Feeding Your Baby

What Should My Baby Eat?

Your baby will grow a lot during his or her first year! Here are some guidelines for what to feed your baby to keep him or her healthy through these big changes.

May 06, 2016 | HF Healthy Living Team

Bringing home a new baby can raise a lot of questions, like: Why is my baby crying? Is my baby getting the right amount of sleep? What should my baby eat?

While every child is different, you can give your baby the nutrition he or she needs to stay healthy by paying attention to important cues and milestones.

Newborns

What should you feed your newborn?

For about their first six months, babies only need to eat breast milk or formula. Their digestive systems, like the rest of their little bodies, are growing and changing. Solid foods—any food other than milk or formula—are too hard for them to process.

When should you feed your newborn?

When he or she is hungry. When your baby is hungry, he or she may open his or her mouth, suck on fingers, stick out his or her tongue, or cry. These signs of hunger are called hunger cues. All babies are different, and learning your baby’s hunger cues will make you better able to soothe your newborn.

How much should you feed your newborn?

This depends, and not only because some babies are hungrier than others! Most newborns need to eat two to four ounces of milk every two to three hours. Pay attention to your baby’s hunger cues and health, and always ask your doctor if you need help deciding how much to feed your baby.

Up to One Year

As your baby gets bigger, he or she will need to eat more. You may find that your baby needs to eat less often, but more at a time. Feed your baby every three to four hours, or as he or she becomes hungry. As your baby grows, he or she may start to eat as much as eight ounces at a time.

Continue to breastfeed or give your baby formula for up to a year, or longer. Both foods are full of important nutrients that will help keep your baby healthy and growing strong!

Solid Foods

Your baby may be ready to start eating solid foods as early as five months old. This stage has its own set of cues. These cues may include having a bigger appetite, chewing, or looking or grabbing at your food.

When your baby is ready, start him or her on solid food by mixing one part infant cereal with three parts formula or breast milk.

Between six and eight months old, begin feeding your baby some blended fruits or vegetables.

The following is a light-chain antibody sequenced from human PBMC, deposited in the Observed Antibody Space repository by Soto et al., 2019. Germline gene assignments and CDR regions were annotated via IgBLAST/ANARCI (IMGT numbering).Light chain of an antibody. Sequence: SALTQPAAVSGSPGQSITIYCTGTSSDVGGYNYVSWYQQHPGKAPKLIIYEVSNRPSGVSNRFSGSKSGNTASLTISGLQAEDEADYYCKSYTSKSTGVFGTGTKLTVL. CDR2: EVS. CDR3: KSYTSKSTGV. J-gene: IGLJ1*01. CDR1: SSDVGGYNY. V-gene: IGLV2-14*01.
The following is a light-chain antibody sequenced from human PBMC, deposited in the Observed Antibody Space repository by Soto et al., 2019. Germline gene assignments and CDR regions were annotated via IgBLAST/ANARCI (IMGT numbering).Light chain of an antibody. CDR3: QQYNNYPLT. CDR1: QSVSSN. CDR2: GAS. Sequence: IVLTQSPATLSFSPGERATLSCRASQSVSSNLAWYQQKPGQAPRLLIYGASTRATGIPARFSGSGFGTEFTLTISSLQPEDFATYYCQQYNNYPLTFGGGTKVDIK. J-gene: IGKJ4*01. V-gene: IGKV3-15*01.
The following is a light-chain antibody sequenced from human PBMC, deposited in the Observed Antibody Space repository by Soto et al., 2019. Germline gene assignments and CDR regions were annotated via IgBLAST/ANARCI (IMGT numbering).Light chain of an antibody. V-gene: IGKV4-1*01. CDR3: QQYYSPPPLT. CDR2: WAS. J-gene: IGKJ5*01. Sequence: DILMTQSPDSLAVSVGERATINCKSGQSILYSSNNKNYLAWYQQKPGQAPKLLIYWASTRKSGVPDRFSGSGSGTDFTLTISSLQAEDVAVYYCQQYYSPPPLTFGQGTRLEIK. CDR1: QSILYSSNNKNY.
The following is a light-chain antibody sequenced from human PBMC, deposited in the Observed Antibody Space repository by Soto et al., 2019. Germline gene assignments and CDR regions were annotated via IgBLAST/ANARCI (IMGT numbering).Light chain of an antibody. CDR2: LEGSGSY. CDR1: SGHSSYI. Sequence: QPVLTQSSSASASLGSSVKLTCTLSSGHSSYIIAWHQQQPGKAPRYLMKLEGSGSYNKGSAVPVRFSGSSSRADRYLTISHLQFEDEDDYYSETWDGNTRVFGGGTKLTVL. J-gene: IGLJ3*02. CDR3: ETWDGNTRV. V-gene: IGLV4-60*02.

At eight to 10 months old, add small pieces of meat, cheese, and egg yolk.

Add new foods one at a time and see how your baby reacts. If your baby throws up, gets a rash, or has diarrhea after trying something new, he or she may have an allergy. Do not give your baby foods that cause allergic reactions.

When your baby starts eating solids regularly, feed your baby three solid meals a day. Each meal should be about the size of his or her fist. Between nine and 12 months old, your baby can start eating more types of food, like pieces of crackers, bread, and pasta.

Do not feed your baby foods with added sugar or salt, egg whites, citrus fruits like oranges and kiwi, cow’s milk, nuts, peanut butter, or honey. These foods cause allergic reactions in many children.

Make sure that everything you feed your baby is in very small pieces. It is easy for children to choke on foods like raisins, grapes, raw carrots, popcorn, and hard candy.

Food Portions for Babies & Toddlers
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Remember, no one knows your baby as well as you do. Learning how and what your baby likes to eat is part of getting to know your child. Talk to your doctor if you have questions or need more information.


 

© 2016 HF Management Services, LLC.

Healthfirst is the brand name used for products and services provided by one or more of the Healthfirst group of affiliated companies.

This health information or program is for educational purposes only and not intended to treat, diagnose, or act as a substitute for medical advice from your provider. Consult your healthcare provider and always follow your healthcare provider’s instructions.

Sources
“Choosing Baby Food,” March of Dimes. April 2010.
http://www.marchofdimes.org/baby/choosing-baby-food.aspx

“Feeding Your 1- to 3-Month-Old,” KidsHealth. September 2014.
http://kidshealth.org/parent/growth/feeding/feed13m.html?tracking=P_RelatedArticle

“Feeding Your 4- to 7-Month-Old,” KidsHealth. September 2014.
http://kidshealth.org/parent/growth/feeding/feed47m.html?tracking=P_RelatedArticle

“Feeding Your 8- to 12-Month Old,” KidsHealth. September 2014.
http://kidshealth.org/parent/growth/feeding/feed812m.html?tracking=P_RelatedArticle

“Formula Feeding FAQs: How Much and How Often,” KidsHealth. February 2015.
http://kidshealth.org/parent/pregnancy_newborn/formulafeed/formulafeed_often.html#

“Guide to Firsts: Feeding Your Baby Solid Food,” Babycenter. Accessed October 27, 2015.
http://www.babycenter.com/100_guide-to-firsts-feeding-your-baby-solid-food_10346211.bc

“Infant and Baby Nutrition,” Medline Plus. September 18, 2015.
http://www.nlm.nih.gov/medlineplus/infantandnewbornnutrition.html

“Infants,” Nutrition.gov. April 1, 2016. https://www.nutrition.gov/life-stages/infants

“Infants (0-1 year of age),” Centers for Disease Control and Prevention. March 7, 2016. http://www.cdc.gov/ncbddd/childdevelopment/positiveparenting/infants.html

 

 

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